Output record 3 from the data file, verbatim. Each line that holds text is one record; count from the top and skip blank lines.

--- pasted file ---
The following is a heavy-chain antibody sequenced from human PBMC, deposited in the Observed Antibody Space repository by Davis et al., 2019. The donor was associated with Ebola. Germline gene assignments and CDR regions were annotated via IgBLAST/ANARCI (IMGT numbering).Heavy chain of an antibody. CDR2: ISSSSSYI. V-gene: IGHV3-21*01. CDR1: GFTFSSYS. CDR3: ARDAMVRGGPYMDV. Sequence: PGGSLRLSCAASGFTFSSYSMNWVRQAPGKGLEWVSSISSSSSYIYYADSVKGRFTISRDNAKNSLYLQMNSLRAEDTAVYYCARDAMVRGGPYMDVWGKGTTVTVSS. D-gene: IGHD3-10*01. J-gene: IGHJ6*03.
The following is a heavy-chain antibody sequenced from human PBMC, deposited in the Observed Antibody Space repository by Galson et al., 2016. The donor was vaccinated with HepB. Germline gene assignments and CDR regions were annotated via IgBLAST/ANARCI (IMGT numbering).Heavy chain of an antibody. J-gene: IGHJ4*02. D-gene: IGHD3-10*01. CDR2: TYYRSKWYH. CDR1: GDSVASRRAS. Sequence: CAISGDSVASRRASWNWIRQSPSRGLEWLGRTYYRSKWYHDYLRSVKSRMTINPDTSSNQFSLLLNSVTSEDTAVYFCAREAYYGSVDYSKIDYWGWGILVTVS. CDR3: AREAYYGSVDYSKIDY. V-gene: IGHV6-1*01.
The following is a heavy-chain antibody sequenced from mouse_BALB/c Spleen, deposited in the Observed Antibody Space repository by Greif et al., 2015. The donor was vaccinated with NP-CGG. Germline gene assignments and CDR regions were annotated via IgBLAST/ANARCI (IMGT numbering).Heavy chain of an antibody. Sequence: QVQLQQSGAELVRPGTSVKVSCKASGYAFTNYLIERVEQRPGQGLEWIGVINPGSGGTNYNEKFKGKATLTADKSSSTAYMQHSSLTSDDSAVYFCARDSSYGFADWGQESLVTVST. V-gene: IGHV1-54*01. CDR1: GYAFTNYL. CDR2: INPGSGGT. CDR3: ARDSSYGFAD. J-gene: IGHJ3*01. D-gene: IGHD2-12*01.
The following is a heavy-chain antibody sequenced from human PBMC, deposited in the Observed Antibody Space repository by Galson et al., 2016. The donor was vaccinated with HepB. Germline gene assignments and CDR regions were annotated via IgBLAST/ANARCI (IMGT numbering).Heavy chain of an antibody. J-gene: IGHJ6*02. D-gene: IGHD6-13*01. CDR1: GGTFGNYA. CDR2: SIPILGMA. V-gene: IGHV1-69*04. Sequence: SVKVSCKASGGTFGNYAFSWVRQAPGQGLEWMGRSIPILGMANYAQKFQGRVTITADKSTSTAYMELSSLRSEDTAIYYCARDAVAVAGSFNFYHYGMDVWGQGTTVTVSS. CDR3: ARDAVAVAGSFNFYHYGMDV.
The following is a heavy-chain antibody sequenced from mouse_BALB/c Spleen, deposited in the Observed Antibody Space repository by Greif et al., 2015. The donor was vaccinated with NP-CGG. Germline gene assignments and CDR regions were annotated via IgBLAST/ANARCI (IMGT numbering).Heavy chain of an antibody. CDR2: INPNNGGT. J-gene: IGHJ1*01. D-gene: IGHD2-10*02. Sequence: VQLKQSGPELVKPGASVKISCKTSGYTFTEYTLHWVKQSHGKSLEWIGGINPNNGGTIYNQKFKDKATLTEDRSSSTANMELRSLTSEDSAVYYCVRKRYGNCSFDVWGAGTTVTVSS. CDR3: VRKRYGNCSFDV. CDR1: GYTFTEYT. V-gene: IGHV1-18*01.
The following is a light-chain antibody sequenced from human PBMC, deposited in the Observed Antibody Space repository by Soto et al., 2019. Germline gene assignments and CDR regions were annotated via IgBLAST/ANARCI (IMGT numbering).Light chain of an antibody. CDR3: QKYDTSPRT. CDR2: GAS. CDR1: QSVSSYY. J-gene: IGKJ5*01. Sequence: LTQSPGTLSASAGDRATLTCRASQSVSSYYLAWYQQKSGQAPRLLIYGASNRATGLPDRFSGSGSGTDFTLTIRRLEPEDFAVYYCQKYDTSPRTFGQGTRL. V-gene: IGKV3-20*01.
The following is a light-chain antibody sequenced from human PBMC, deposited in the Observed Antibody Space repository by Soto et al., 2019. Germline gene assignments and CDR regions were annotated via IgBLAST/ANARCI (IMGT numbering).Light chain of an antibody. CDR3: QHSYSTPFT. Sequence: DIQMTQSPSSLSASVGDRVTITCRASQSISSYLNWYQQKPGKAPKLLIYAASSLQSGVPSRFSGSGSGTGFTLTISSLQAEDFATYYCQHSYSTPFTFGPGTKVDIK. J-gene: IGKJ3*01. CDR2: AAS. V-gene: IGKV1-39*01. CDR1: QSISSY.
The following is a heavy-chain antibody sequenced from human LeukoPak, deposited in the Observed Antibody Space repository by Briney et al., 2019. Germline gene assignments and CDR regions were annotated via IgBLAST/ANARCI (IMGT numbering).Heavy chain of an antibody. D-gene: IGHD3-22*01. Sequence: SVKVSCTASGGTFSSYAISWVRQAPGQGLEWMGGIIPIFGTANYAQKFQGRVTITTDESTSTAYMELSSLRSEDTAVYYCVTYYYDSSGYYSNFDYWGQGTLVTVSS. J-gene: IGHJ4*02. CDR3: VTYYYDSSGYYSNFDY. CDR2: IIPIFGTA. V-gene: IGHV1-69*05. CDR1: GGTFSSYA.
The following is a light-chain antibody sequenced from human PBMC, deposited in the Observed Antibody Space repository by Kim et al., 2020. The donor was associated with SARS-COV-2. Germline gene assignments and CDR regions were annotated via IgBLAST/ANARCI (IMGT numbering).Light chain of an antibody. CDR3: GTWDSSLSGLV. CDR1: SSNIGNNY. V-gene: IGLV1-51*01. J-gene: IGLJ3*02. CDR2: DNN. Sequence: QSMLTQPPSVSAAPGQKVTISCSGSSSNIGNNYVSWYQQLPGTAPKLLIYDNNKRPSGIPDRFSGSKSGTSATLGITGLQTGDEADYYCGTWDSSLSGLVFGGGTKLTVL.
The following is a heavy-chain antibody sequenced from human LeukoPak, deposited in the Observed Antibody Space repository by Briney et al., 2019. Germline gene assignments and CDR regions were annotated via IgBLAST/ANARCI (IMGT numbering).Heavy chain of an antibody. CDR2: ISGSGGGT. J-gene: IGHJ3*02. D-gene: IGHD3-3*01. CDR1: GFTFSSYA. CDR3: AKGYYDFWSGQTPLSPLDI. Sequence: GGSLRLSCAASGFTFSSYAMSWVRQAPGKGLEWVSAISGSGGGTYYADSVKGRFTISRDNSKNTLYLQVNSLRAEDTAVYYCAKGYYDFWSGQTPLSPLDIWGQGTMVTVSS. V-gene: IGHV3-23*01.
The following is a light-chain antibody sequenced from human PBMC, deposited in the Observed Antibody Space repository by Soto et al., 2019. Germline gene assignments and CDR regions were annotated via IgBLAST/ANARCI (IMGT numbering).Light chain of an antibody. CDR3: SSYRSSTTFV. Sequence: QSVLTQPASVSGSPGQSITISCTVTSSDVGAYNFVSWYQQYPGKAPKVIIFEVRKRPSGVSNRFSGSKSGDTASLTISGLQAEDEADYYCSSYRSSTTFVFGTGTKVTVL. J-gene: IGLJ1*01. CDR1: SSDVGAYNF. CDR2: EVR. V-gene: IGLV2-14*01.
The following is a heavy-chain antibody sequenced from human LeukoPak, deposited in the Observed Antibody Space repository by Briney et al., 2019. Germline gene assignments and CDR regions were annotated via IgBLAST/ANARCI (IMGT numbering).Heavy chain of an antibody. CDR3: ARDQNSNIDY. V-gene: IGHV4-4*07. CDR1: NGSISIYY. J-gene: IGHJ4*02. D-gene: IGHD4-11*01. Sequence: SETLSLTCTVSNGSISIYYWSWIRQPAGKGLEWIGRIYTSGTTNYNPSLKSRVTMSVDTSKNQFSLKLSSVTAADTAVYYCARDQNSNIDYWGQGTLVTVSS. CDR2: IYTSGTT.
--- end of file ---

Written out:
The following is a heavy-chain antibody sequenced from mouse_BALB/c Spleen, deposited in the Observed Antibody Space repository by Greif et al., 2015. The donor was vaccinated with NP-CGG. Germline gene assignments and CDR regions were annotated via IgBLAST/ANARCI (IMGT numbering).Heavy chain of an antibody. Sequence: QVQLQQSGAELVRPGTSVKVSCKASGYAFTNYLIERVEQRPGQGLEWIGVINPGSGGTNYNEKFKGKATLTADKSSSTAYMQHSSLTSDDSAVYFCARDSSYGFADWGQESLVTVST. V-gene: IGHV1-54*01. CDR1: GYAFTNYL. CDR2: INPGSGGT. CDR3: ARDSSYGFAD. J-gene: IGHJ3*01. D-gene: IGHD2-12*01.